MLD LightSnow Gaiters with Inov-8 Terrocs
While gaiters keep my socks dry from external moisture, I’ve never found ones that keep my socks dry when my calf muscles sweat. This is a problem in winter because my socks become moist during the day and my feet get cold in camp. It’s also a problem in spring and summer because I develop a heat rash if I wear gaiters continuously for more than a few days. I’ve tried wearing all sorts of different pants underneath gaiters and many different sock and shoe combinations, but nothing seems to make a difference.
Regardless, I do consider gaiters to be an essential piece of gear in certain circumstances. So why wear them?
Why Wear Gaiters?
I wear leg gaiters to:
- keep my socks dry when walking through snow, mud, wet grass and such
- keep sticks and stones out of my shoes
- keep ticks from crawling up my legs
- limit the damage that I do to winter pants from poorly aimed crampon strikes
- provide added insulation for my legs in winter
MLD’s LightSnow eVent Gaiters
So when Mountain Laurel Designs came out with their LightSnow eVent Gaiters last year, I was eager to try them, given the enhanced breathability of eVent over Gore-Tex. I hoped that eVent gaiters would let “the sweat out” and provide me with a better year round gaiter solution, a magic bullet, so to speak.
Mountain Laurel Designs, LightSnow eVent Gaiters
LightSnow gaiters are calf-high, ending just below the knee. The top of the gaiters secure around the top of the calf muscles using a shock cord and cord lock system. The bottom secures with a shock cord loop that runs under the arch of your hiking shoe and a plastic hook that clips onto your front shoe laces. However, unlike other high gaiters, you have to put them on before you put on your shoe.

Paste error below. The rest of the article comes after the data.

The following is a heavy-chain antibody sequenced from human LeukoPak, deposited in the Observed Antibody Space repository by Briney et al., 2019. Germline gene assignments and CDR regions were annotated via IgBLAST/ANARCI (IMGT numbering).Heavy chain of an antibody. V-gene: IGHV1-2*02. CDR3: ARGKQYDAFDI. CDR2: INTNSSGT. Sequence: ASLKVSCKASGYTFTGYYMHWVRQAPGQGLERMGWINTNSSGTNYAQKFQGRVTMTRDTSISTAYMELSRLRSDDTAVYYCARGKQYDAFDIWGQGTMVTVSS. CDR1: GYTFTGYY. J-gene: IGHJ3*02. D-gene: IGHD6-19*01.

The total weight of the LightSnow gaiters is 2.5 oz (L) and they cost $55 a pair.
MLD LightSnow Gaiters are Calf-High
Early Spring Use
I bought the LightSnow gaiters just before I hiked across Scotland last May in the TGO Challenge. We had abnormally warm weather this year, and I developed a heat rash from wearing the gaiters, which I mitigated by rubbing zinc oxide onto my calves to keep my skin dry.
Ticks have invaded Scotland and I continued to wear the LightSnows despite the discomfort to avoid any unwanted visitors. Did I mention that poisonous adders also live in Scotland’s heather? A sobering fact, even in Scotland.
Preliminary Conclusion: Just because they’re made from eVent, the LightSnow gaiters were probably not the best choice for spring time walking on this particular adventure.
When I got back to the US, I shelved the LightSnows until this autumn and the early winter, where I wanted the extra moisture protection they are designed to provide. Wearing them on my lower legs also provides a welcome insulation benefit that can’t be ignored.
Rolled Up LightSnow Gaiters on Winter Boots
However, I still continue to sweat in the LightSnow’s despite the colder and drier winter weather. Once I get warmed up, I roll them down to cool off. This works in a fashion, but I wish the LightSnows were more breathable to begin with.
Ironically, my heavy Outdoor Research Crocodile gaiters are a more flexible choice than the LightSnows, even though I sweat just as much in them. The Crocodiles have a Gore-tex seam that runs along the front the gaiter, from the top to the bottom, which lets me take them off when I’m too hot. Honestly, I wish the LightSnow’s provided such a capability, but even more, I wish they were much more beathable than they’ve proven to be.
Disclosure: The author owns this product and purchased it using their own funds.
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